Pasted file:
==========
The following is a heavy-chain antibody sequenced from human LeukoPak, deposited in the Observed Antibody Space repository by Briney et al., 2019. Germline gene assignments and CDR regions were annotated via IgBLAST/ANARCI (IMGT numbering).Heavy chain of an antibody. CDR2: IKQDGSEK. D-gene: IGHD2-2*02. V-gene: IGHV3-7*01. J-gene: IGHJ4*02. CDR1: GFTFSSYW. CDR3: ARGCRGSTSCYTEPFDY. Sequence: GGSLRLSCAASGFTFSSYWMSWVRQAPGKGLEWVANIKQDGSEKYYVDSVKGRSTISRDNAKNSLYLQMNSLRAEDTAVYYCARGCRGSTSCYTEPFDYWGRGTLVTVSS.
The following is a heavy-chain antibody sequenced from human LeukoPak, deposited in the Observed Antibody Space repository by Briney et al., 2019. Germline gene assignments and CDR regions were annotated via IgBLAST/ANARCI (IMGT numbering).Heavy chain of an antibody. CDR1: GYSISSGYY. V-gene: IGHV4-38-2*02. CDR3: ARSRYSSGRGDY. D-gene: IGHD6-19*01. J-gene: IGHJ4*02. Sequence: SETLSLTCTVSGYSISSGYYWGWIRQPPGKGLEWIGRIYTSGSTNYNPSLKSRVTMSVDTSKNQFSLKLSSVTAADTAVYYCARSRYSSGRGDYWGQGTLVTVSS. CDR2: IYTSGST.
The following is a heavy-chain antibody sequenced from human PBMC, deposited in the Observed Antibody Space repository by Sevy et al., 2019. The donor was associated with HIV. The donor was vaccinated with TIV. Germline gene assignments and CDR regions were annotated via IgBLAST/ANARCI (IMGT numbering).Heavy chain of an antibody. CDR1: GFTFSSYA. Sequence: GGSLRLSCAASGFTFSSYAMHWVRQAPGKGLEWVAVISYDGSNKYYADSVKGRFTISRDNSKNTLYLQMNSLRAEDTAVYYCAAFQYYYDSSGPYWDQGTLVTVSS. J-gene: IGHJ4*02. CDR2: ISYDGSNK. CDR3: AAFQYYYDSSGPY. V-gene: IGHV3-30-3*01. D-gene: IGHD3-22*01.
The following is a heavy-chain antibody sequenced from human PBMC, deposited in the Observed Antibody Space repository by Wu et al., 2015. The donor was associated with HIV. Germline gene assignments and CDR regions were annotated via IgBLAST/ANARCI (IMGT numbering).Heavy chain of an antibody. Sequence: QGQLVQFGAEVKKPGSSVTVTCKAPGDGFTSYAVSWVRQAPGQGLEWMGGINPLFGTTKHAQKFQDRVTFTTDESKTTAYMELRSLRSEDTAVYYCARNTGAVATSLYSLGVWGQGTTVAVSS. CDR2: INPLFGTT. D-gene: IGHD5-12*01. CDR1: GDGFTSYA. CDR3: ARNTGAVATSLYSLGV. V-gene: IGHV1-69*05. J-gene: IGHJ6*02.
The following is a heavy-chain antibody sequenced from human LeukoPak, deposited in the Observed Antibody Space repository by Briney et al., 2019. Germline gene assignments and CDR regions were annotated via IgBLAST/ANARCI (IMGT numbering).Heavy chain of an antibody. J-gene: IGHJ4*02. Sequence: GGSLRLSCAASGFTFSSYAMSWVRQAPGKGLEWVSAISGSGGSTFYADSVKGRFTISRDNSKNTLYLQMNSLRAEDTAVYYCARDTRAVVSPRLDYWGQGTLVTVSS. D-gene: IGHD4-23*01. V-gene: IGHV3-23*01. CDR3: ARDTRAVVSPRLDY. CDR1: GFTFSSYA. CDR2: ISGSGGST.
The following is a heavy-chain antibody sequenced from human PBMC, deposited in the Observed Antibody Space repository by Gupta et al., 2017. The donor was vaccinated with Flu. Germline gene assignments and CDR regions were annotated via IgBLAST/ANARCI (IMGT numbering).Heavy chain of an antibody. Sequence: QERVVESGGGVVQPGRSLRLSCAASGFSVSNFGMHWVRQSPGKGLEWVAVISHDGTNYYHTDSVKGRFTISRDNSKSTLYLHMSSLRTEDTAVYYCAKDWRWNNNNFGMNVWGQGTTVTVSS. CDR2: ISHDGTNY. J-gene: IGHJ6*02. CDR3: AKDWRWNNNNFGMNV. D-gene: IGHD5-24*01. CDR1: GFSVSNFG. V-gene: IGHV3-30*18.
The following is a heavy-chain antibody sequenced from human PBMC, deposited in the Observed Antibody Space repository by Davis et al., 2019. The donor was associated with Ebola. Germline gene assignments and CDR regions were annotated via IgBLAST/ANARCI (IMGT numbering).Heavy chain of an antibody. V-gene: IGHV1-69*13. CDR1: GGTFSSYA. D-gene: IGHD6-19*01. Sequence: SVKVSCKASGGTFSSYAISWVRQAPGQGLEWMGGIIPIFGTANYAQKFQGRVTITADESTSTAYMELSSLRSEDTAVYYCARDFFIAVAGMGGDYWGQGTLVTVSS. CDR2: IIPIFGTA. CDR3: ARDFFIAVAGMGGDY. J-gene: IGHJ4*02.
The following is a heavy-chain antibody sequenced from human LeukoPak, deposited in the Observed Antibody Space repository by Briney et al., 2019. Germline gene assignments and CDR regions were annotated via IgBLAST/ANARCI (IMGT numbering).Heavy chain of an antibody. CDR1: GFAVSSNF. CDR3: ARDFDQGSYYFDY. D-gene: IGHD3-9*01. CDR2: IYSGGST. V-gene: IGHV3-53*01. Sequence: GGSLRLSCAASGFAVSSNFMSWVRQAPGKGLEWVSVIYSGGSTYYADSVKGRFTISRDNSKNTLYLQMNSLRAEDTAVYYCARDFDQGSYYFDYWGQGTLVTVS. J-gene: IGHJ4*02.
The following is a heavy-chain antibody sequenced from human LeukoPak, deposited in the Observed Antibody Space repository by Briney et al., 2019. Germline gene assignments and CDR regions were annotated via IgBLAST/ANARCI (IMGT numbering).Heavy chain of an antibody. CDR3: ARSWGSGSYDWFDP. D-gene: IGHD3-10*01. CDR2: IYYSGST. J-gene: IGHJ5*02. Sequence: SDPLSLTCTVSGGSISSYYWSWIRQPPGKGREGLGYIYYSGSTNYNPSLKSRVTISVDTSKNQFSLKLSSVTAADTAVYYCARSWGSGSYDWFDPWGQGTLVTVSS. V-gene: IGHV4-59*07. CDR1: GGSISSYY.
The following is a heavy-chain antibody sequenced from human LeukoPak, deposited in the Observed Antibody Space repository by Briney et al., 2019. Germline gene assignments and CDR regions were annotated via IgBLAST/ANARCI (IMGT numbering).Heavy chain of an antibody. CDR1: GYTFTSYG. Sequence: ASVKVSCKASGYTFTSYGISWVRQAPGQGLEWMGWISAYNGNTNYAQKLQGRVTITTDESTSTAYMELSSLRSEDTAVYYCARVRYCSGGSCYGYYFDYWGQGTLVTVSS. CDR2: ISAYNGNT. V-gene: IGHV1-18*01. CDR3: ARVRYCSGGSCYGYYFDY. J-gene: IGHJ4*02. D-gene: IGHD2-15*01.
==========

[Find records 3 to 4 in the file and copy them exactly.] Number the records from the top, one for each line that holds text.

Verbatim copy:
The following is a heavy-chain antibody sequenced from human PBMC, deposited in the Observed Antibody Space repository by Sevy et al., 2019. The donor was associated with HIV. The donor was vaccinated with TIV. Germline gene assignments and CDR regions were annotated via IgBLAST/ANARCI (IMGT numbering).Heavy chain of an antibody. CDR1: GFTFSSYA. Sequence: GGSLRLSCAASGFTFSSYAMHWVRQAPGKGLEWVAVISYDGSNKYYADSVKGRFTISRDNSKNTLYLQMNSLRAEDTAVYYCAAFQYYYDSSGPYWDQGTLVTVSS. J-gene: IGHJ4*02. CDR2: ISYDGSNK. CDR3: AAFQYYYDSSGPY. V-gene: IGHV3-30-3*01. D-gene: IGHD3-22*01.
The following is a heavy-chain antibody sequenced from human PBMC, deposited in the Observed Antibody Space repository by Wu et al., 2015. The donor was associated with HIV. Germline gene assignments and CDR regions were annotated via IgBLAST/ANARCI (IMGT numbering).Heavy chain of an antibody. Sequence: QGQLVQFGAEVKKPGSSVTVTCKAPGDGFTSYAVSWVRQAPGQGLEWMGGINPLFGTTKHAQKFQDRVTFTTDESKTTAYMELRSLRSEDTAVYYCARNTGAVATSLYSLGVWGQGTTVAVSS. CDR2: INPLFGTT. D-gene: IGHD5-12*01. CDR1: GDGFTSYA. CDR3: ARNTGAVATSLYSLGV. V-gene: IGHV1-69*05. J-gene: IGHJ6*02.